Wed, Mar 25, 2015 12:00 PM – 1:15 PM EDT

 Through the efforts of several national civil engineering associations and the Harvard School of Design, the Institute for Sustainable Infrastructure (ISI) formed to advance the development and practice of a web based tool for measuring and encouraging sustainability in civil infrastructure projects of all kinds, other than habitable buildings. “Envision™” is now an in-depth guidance and rating system used to assess and improve the sustainability metrics of all types and sizes of infrastructure projects.

During this interview, participants with learn about Envision’s watershed approach to water infrastructure as panelists explore Envision’s application to water infrastructure projects on the Mississippi River. In this day and age of casting about for ways to address the great river’s water quality and its infrastructure, Envision provides a practical and feasible way forward.

Interviewees:
– William Bertera is Executive Director of the Institute for Sustainable Infrastructure. He is the former Executive Director of the Water Environment Federation, the Rebuild America Coalition and the American Public Works Association. He has also held senior executive and management positions with the International City Management Association, the National Association of Counties and the National Solid Wastes Management Association.

– Anne Lewis is the founder and director of America’s Waterway, a non-profit organization advocating civic engagement and a National Dialogue for the Future of the Mississippi River. Coming from a background of professional communication planning, she created America’s Waterway to address the Mississippi River’s sustainability in holistic ways, taking its social and economic – as well as environmental – aspects into account, with stakeholder involvement as the pivotal component.

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“India is not China,” stated Manish Bapna, Executive Vice President and Managing Director of the World Resources Institute (WRI) at the January 30th briefing on President Obama and Prime Minister Modi’s Climate & Clean Energy Agreement. Indeed, occurring only two months following the U.S.-China climate negotiations, although all the nations have a similar need to reduce greenhouse gas emissions, India and China and the U.S. are very disparate nations. While the goals are the same — to combine environmental security with improved human health alongside economic growth — India is no more China than the U.S. is India.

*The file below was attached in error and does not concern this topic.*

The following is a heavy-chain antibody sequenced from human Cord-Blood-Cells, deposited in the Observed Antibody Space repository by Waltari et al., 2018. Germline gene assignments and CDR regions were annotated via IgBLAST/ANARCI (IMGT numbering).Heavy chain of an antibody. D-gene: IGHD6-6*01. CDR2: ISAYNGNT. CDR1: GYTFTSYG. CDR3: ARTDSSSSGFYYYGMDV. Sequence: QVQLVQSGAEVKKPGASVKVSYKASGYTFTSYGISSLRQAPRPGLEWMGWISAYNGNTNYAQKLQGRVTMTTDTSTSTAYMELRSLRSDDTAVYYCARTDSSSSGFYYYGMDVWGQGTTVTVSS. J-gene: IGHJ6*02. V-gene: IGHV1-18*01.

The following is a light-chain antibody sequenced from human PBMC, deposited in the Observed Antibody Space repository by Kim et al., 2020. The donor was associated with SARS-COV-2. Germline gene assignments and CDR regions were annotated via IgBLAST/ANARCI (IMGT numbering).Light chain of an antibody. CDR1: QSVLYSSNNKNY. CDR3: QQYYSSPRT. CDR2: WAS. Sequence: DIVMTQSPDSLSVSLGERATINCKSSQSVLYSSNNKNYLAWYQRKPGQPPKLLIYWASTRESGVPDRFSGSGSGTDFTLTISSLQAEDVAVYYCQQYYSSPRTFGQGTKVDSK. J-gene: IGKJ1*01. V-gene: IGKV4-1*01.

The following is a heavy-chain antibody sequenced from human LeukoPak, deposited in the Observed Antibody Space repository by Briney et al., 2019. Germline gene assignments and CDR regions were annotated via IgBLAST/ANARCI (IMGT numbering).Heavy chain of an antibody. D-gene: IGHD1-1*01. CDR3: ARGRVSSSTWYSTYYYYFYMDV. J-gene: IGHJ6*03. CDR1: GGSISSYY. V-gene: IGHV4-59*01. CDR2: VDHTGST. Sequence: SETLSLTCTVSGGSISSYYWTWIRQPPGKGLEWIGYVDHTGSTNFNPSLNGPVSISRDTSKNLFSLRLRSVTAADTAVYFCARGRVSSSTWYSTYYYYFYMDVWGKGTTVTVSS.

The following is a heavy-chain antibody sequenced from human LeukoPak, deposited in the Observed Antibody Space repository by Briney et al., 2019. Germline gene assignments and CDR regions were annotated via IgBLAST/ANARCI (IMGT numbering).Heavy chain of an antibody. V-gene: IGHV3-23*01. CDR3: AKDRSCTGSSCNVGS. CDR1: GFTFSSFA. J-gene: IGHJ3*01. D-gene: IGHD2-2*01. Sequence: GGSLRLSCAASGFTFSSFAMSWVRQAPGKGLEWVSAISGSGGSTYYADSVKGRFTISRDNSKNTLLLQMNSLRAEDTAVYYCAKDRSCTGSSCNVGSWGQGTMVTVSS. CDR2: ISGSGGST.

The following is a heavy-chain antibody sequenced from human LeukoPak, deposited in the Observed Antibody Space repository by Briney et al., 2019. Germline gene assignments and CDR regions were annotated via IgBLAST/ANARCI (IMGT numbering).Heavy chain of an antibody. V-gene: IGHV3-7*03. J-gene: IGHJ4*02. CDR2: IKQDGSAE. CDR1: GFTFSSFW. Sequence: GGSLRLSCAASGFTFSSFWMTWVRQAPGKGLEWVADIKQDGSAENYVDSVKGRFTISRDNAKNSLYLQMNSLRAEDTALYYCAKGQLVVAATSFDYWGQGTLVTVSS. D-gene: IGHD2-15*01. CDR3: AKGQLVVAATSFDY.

For context, China and the U.S. hold the first and second place, respectively, for total greenhouse gas emissions. India comes third (or fourth, if you put the EU together). Yet, India is around 1/11th per capita greenhouse gas emissions of the U.S., which is about 1/3rd the global average per capita [1]. This is attributed to India’s 300 million people who lack access to electricity [2].

This also plays an important factor in food, health, and quality of life demands in India versus China or the U.S. At the briefing, Jake Schmidt, International Program Director for the Natural Resources Defense Council (NRDC), noted that China has a vast middle-income society now demanding restrictions on coal burning to improve quality of life. Although India houses dense populations in thirteen of the world’s twenty most air-polluted cities, the “public angst,” as Schmidt phrased it, has not yet risen as it did with China’s middle-class. This is in spite of over six percent of India’s GDP already going to the costs of premature deaths resulting from air pollution. That number may rise as air pollution is rapidly becoming a leading cause of premature deaths [3]. As Indian Prime Minister Modi has made ambitious announcements regarding renewable energy, one wonders if India can leapfrog both “public angst” along with high-carbon energy technology through the U.S.-India agreement and other robust domestic renewable energy plans.